Dimensions: 240 mm x 168 mm
Published: 1 Sept 2014
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The very extensive range of manuscript and printed primary and secondary sources on which it is based means that it will instantly become and indispensable work of reference for anyone in anyway interested in the history of the church in the South West.
-Local Historian, Claire Cross
A comprehensive background history and indispensible gazetteer of sites that will be a key reference for any archaeologist beginning a study of the city’s religious buildings.
– Alekandra McClain, University of York
On both Of Sirens and Centaurs and Churches of Medieval Exeter
They are comparative marginalia in the wider world of medieval art – yet they are also capable of revealing much about the religious life and culture of the era. Both books deepen our knowledge of medieval Exeter an contain much that will be of relevance more generally.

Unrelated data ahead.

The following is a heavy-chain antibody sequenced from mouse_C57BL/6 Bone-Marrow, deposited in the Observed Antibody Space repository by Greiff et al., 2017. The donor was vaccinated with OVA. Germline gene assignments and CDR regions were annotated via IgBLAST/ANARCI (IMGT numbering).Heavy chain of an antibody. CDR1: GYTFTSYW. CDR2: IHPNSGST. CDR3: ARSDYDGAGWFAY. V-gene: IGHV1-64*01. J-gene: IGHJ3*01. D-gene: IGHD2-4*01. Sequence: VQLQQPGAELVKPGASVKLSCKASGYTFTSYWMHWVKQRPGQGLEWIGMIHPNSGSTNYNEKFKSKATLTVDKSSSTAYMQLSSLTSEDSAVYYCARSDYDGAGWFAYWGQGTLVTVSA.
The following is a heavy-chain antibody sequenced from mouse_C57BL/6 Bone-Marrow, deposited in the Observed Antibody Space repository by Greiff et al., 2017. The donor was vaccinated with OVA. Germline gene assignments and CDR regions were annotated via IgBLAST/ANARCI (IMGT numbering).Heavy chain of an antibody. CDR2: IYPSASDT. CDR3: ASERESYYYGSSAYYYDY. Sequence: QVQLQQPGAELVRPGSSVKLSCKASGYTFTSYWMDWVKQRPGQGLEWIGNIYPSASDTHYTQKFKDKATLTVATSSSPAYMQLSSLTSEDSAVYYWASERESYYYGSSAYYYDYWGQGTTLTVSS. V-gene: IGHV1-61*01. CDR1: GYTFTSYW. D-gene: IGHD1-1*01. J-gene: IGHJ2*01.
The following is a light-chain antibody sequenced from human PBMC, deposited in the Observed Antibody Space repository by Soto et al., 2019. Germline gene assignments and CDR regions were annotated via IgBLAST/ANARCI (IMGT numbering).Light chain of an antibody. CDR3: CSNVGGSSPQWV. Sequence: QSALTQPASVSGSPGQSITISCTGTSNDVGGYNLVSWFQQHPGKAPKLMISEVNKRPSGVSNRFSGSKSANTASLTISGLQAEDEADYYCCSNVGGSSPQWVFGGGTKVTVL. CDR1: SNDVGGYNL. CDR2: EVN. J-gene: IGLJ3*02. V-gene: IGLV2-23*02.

– Journal of the British Archaeological Association, Jon Cannon
Medieval Exeter was a religious city containing nearly seventy churches, chapels, monasteries, and almshouses, as well as private oratories, holy wells, and standing crosses. This book explains why this huge number of buildings came into being from about the eleventh century onwards. It shows what they existed to do and how they interacted with one another and with lay people in the old walled city and the surrounding areas of St Thomas, Heavitree and Topsham. The general history of the churches is followed by detailed accounts of each one. These explain when they were founded and what we know about their sites, layouts, activities, and social history, with intriguing pictures of many long-vanished buildings. The result is one of the most thorough explorations of any aspect of Exeter’s past. It is also a major contribution to urban history and religious history in England, comparable with the best studies of similar cities elsewhere.
Nicholas Orme has been professor of History at Exeter University and an honorary canon of Truro Cathedral. The Churches of Medieval Exeter is the final part of a detailed survey of religion in the South West of England, which has included Cornwall and the Cross (Phillimore, 2007), Exeter Cathedral: The First Thousand Years, and The Church in Devon 400-1560 (Impress Books, 2009 and 2013).